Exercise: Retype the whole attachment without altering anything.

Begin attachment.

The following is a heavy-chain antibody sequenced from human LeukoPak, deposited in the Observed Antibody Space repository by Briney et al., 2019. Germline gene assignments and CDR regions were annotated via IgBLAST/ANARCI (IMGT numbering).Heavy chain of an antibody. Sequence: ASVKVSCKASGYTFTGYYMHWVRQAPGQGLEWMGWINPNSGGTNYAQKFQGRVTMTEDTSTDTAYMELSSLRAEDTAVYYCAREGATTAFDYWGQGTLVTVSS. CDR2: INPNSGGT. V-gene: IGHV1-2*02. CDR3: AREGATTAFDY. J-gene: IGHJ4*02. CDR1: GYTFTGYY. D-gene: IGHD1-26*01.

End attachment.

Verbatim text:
The following is a heavy-chain antibody sequenced from human LeukoPak, deposited in the Observed Antibody Space repository by Briney et al., 2019. Germline gene assignments and CDR regions were annotated via IgBLAST/ANARCI (IMGT numbering).Heavy chain of an antibody. Sequence: ASVKVSCKASGYTFTGYYMHWVRQAPGQGLEWMGWINPNSGGTNYAQKFQGRVTMTEDTSTDTAYMELSSLRAEDTAVYYCAREGATTAFDYWGQGTLVTVSS. CDR2: INPNSGGT. V-gene: IGHV1-2*02. CDR3: AREGATTAFDY. J-gene: IGHJ4*02. CDR1: GYTFTGYY. D-gene: IGHD1-26*01.